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Recent reports about people having to work longer before they retire show the importance of putting debates about pensions and income in old age much higher up the agenda and much earlier.
This week began with headlines talking about how we might need to keep working until we’re 71 by 2050 due to various demographic factors – basically too few working age people. The International Longevity Centre had done the number crunching and found that many western countries are ageing at a very rapid rate compared with other countries and that in the UK the state pension age would need to be 70 or 71 by 2050 compared with 66 now to maintain the status quo of the constant number of workers per state pensioner. In fact it thinks might need to be brought forward 10 years if factors such as time spent in full-time education are taken into account.
And that’s not to mention the impact of ill health which is severely affecting retention and recruitment. It’s easy to dismiss pensions stories when you’re young because there’s just too much else going on. Getting from day to day is hard at the moment, but the long-term picture for many who are now young is not promising. When younger people do think about pensions it tends to be very much in an ‘I’ll never be able to afford to retire’ kind of way.
A survey by PensionsBee this week indeed shows a growing divide between older and younger people when it comes to attitudes to pensions. There was a 7% increase in optimism about pensions among 55-64 year olds towards the end of last year, from 38% in September to 45% in December. Meanwhile, fewer said they felt pessimistic. Over 65s were even more positive in December, with over half (53%) feeling confident about their pension. However, pension concerns intensified between September and December 2023 for those under 55, with 57% admitting “quite negative” and “very negative” emotions about their pension – a 6% increase in negative sentiment over the period.
Our sister site workingwise.co.uk has done quite a bit on the gender pension gap – the gap in income for pensioners between males and females usually due to a collection of lifetime issues, from women getting lower pay and being more likely to take career breaks to doing more part-time working.
When we’ve spoken to women in their 40s there is a lot of fear about old age. Many don’t fully understand their pensions. A report out this week from the Department for Work and Pensions admits many people grapple with the complexity of the system and calls for better pension education, simplified pensions information from the government and pension education in schools.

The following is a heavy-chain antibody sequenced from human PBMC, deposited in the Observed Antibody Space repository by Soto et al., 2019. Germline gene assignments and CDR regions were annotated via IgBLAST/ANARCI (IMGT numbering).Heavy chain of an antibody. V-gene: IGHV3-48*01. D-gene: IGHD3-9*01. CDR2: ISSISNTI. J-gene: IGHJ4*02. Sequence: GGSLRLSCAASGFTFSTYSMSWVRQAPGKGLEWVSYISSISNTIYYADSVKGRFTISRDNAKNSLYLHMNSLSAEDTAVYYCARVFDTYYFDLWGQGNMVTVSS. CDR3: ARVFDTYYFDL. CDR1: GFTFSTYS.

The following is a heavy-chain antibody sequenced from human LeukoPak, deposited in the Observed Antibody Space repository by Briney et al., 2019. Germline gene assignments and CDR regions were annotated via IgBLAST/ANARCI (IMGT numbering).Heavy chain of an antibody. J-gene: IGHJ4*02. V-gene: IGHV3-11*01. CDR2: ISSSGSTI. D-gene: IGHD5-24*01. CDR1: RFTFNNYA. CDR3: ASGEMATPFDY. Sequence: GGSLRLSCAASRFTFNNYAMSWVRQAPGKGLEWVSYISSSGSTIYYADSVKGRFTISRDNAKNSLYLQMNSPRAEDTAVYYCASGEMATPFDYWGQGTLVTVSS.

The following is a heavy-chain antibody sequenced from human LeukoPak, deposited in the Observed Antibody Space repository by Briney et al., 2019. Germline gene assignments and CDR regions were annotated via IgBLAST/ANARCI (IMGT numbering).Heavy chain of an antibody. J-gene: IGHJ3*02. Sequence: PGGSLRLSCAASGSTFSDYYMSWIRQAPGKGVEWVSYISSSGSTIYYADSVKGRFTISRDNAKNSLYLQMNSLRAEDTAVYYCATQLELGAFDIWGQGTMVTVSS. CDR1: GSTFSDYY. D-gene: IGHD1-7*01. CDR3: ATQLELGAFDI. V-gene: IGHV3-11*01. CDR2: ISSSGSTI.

At a recent Women and Equalities Committee on the cost of living crisis, one MP said she was getting more and more older women coming to her who were worried they would not be able to afford to retire. This tallies with workingwise.co.uk’s 2022 research on gendered ageism.
The Committee heard from the Chartered Institute for Personnel and Development [CIPD] who called for pension packages to be advertised on job adverts. That would give them more prominence and encourage both employers and employees to have them more front of mind. Often pensions stories get passed over when we are young and are directed more at older people. But by then it’s too late. We need to be more aware much earlier on about the need to save for the future, if, of course, we can save. Many pensions experts are calling for auto-enrolement to be extended to force people to save more because it is so easy to put things off and hope for the best.
Just as not everyone can afford to save, not everyone will be able to keep working, however, and that is why we need urgent work to boost the safety net as well as to promote good work that doesn’t have a significant detrimental effect on health. The Women and Equalities Committee also heard that insecurity and short-term contracts are rising. The longer term impact of that will be felt in the next decades until we do something to tackle it now.